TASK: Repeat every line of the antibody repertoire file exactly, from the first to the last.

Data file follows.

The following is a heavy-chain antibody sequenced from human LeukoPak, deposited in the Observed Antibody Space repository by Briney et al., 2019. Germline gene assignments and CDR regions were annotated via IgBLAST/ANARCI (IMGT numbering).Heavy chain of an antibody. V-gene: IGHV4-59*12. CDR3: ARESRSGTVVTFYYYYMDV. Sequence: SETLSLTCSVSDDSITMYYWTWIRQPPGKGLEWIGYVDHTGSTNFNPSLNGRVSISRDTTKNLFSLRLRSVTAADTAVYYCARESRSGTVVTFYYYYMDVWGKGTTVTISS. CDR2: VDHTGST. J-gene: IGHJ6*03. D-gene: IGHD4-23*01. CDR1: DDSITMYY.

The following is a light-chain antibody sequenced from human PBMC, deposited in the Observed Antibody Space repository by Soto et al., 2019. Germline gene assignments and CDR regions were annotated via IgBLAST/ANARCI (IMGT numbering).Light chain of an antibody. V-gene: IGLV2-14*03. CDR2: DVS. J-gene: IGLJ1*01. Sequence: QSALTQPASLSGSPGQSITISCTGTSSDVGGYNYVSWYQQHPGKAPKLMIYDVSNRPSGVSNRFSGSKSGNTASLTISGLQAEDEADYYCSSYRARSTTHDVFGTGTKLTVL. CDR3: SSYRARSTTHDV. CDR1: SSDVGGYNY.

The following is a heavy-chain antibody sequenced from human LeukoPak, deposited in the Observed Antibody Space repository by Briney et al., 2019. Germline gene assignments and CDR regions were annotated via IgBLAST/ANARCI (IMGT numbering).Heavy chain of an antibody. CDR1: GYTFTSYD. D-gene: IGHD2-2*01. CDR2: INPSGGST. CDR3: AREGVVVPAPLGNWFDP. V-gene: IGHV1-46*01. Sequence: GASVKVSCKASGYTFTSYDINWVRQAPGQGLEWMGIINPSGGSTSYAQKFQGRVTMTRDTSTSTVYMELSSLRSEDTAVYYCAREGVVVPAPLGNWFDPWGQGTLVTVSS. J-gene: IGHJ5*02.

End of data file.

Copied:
The following is a heavy-chain antibody sequenced from human LeukoPak, deposited in the Observed Antibody Space repository by Briney et al., 2019. Germline gene assignments and CDR regions were annotated via IgBLAST/ANARCI (IMGT numbering).Heavy chain of an antibody. V-gene: IGHV4-59*12. CDR3: ARESRSGTVVTFYYYYMDV. Sequence: SETLSLTCSVSDDSITMYYWTWIRQPPGKGLEWIGYVDHTGSTNFNPSLNGRVSISRDTTKNLFSLRLRSVTAADTAVYYCARESRSGTVVTFYYYYMDVWGKGTTVTISS. CDR2: VDHTGST. J-gene: IGHJ6*03. D-gene: IGHD4-23*01. CDR1: DDSITMYY.

The following is a light-chain antibody sequenced from human PBMC, deposited in the Observed Antibody Space repository by Soto et al., 2019. Germline gene assignments and CDR regions were annotated via IgBLAST/ANARCI (IMGT numbering).Light chain of an antibody. V-gene: IGLV2-14*03. CDR2: DVS. J-gene: IGLJ1*01. Sequence: QSALTQPASLSGSPGQSITISCTGTSSDVGGYNYVSWYQQHPGKAPKLMIYDVSNRPSGVSNRFSGSKSGNTASLTISGLQAEDEADYYCSSYRARSTTHDVFGTGTKLTVL. CDR3: SSYRARSTTHDV. CDR1: SSDVGGYNY.

The following is a heavy-chain antibody sequenced from human LeukoPak, deposited in the Observed Antibody Space repository by Briney et al., 2019. Germline gene assignments and CDR regions were annotated via IgBLAST/ANARCI (IMGT numbering).Heavy chain of an antibody. CDR1: GYTFTSYD. D-gene: IGHD2-2*01. CDR2: INPSGGST. CDR3: AREGVVVPAPLGNWFDP. V-gene: IGHV1-46*01. Sequence: GASVKVSCKASGYTFTSYDINWVRQAPGQGLEWMGIINPSGGSTSYAQKFQGRVTMTRDTSTSTVYMELSSLRSEDTAVYYCAREGVVVPAPLGNWFDPWGQGTLVTVSS. J-gene: IGHJ5*02.